Evan Goldstein

About the Author Evan Goldstein

Evan Goldstein is a current student at Brandeis University majoring in Economics and History. He is the VP of Finance for TAMID Consulting at Brandeis.

Apple Inc. to Compensate Artists During Apple Music Free Trial

The decision of whether to pay rights holders for streaming music has been controversial. Many artists have felt the pain of their music being listened to on streaming services that don’t necessarily charge customers. Spotify, one of the largest streaming music companies has been publicly denounced by some artists and restricted access to music by others. Taylor Swift has been one of the most vocal opponents to Spotify and the movement towards streaming. Swift wants artists to be fairly compensated and for there to be an inherent value placed on art.

On the same principle she stated in opposition to Spotify, Swift wrote an open letter to Apple Inc. (NASDAQ:AAPL) on Sunday, criticizing Apple for not offering artists royalties for music played during the three month free trial period. Swift thought the move by Apple was “shocking [and] disappointing” and that Apple will continue the trend of hurting smaller artists and labels.

While Swift’s action was controversial and direct, she has respect for Apple and wants Apple music to succeed. ”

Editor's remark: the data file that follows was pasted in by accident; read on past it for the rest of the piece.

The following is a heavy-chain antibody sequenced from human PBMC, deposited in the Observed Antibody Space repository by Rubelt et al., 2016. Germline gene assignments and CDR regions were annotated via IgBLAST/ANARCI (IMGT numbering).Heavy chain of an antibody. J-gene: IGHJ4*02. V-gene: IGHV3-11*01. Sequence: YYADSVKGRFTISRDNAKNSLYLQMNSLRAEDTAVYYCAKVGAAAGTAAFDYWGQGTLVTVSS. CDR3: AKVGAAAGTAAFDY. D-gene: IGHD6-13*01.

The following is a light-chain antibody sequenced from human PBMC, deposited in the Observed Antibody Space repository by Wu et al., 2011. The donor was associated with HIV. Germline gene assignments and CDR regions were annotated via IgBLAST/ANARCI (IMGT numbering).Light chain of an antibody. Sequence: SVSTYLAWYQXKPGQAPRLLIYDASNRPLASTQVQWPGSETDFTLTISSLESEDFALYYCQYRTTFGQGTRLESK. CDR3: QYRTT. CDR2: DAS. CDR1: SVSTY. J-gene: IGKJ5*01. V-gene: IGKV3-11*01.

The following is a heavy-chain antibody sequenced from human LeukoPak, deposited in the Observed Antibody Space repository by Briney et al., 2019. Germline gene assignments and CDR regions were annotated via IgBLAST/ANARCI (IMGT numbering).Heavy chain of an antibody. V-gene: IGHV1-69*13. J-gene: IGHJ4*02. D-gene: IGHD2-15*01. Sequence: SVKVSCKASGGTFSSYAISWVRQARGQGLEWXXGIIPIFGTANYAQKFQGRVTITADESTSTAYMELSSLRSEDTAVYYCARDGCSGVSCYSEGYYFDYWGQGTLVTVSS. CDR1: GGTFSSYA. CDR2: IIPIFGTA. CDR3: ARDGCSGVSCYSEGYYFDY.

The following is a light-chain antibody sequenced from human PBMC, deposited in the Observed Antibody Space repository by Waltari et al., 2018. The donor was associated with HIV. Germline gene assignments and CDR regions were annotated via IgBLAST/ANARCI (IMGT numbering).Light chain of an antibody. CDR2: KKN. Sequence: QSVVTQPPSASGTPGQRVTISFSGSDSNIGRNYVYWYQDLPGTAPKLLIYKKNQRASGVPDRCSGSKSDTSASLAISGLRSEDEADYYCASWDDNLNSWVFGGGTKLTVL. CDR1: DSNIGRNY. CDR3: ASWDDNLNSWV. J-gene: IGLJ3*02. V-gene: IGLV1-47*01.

Apple has been and will continue to be one of my best partners in selling music and creating ways for me to connect with my fans,” Swift stated.

Coincidentally, hours after her letter, Eddy Cue, Apple’s software and services chief, announced that Apple will renege on its original claim and give out royalties during the free trial period. Artists will receive a per-stream fee during the free trial but will then receive a percentage of sales once customers become paying subscribers.

The change came directly from artists like Swift and labels like Beggars Group who complained about the lack of royalties during the trial period. The action was a joint decision by Cue and Tim Cook, Cue stated. Cue spoke to Swift personally, yet it’s not certain if the change will impel her to return her latest album to the service.

To many, Apple’s original refusal of royalties may seem confusing, considering the wealth and size of the company that can allow them to charge customers less and pay artists more. But if Apple were to spend it’s billions on making sure that they have the best service, the best prices, and all the artists they want, they could be on the other side of global anti-trust lawsuits. Many jurisdictions site the unloading of free products or loss leader products as against competition, giving way to government intervention. Spotify and Pandora would welcome such a lawsuit as they do not have the capital to make everyone happy or make a large profit.

Apple will have to sacrifice for its free trial, yet the remaining question is if the complaints of artists are worth more than the profitability of growing the user base.

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